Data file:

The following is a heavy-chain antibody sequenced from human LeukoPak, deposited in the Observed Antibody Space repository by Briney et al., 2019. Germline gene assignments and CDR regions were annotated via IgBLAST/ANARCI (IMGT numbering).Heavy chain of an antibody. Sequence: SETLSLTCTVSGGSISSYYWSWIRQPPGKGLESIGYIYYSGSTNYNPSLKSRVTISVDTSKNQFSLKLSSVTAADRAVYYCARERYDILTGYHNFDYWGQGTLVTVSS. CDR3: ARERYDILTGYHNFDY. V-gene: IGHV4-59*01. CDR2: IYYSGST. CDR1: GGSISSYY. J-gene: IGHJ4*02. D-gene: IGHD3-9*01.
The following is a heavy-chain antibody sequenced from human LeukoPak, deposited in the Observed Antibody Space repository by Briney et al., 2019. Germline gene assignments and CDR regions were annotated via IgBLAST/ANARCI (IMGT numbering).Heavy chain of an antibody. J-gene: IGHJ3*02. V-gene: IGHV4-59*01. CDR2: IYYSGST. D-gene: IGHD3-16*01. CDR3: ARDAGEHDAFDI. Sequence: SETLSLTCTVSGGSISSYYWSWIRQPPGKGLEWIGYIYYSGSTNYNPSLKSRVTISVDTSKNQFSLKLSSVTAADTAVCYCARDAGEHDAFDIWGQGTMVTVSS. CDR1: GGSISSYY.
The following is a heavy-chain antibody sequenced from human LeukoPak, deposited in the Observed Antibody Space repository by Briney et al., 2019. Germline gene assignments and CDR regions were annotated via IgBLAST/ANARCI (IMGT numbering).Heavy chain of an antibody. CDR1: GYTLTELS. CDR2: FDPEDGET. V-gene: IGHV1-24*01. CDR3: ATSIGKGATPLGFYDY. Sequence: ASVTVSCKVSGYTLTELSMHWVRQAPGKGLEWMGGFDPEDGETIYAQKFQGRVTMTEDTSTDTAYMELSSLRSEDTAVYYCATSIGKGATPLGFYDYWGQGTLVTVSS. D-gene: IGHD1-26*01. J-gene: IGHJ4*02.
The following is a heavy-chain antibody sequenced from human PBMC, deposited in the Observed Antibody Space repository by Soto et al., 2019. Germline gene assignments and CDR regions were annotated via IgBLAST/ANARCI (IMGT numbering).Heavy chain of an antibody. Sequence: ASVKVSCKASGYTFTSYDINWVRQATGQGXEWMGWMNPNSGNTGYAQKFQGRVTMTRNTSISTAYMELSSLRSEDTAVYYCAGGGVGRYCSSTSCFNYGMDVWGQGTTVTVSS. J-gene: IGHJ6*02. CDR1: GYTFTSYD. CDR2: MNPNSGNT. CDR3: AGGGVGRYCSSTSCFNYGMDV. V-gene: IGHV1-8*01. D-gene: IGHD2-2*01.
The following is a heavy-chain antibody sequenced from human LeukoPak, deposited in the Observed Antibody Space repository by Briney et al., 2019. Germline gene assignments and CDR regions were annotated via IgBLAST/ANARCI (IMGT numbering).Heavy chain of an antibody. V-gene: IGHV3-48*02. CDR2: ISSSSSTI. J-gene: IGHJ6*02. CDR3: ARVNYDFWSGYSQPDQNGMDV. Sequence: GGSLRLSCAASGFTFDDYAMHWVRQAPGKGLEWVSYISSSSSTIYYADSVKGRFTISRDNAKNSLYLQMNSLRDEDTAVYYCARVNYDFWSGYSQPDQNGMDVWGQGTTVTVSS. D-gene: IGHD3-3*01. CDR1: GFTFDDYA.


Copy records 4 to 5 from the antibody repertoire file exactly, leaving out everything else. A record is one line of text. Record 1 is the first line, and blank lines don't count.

The following is a heavy-chain antibody sequenced from human PBMC, deposited in the Observed Antibody Space repository by Soto et al., 2019. Germline gene assignments and CDR regions were annotated via IgBLAST/ANARCI (IMGT numbering).Heavy chain of an antibody. Sequence: ASVKVSCKASGYTFTSYDINWVRQATGQGXEWMGWMNPNSGNTGYAQKFQGRVTMTRNTSISTAYMELSSLRSEDTAVYYCAGGGVGRYCSSTSCFNYGMDVWGQGTTVTVSS. J-gene: IGHJ6*02. CDR1: GYTFTSYD. CDR2: MNPNSGNT. CDR3: AGGGVGRYCSSTSCFNYGMDV. V-gene: IGHV1-8*01. D-gene: IGHD2-2*01.
The following is a heavy-chain antibody sequenced from human LeukoPak, deposited in the Observed Antibody Space repository by Briney et al., 2019. Germline gene assignments and CDR regions were annotated via IgBLAST/ANARCI (IMGT numbering).Heavy chain of an antibody. V-gene: IGHV3-48*02. CDR2: ISSSSSTI. J-gene: IGHJ6*02. CDR3: ARVNYDFWSGYSQPDQNGMDV. Sequence: GGSLRLSCAASGFTFDDYAMHWVRQAPGKGLEWVSYISSSSSTIYYADSVKGRFTISRDNAKNSLYLQMNSLRDEDTAVYYCARVNYDFWSGYSQPDQNGMDVWGQGTTVTVSS. D-gene: IGHD3-3*01. CDR1: GFTFDDYA.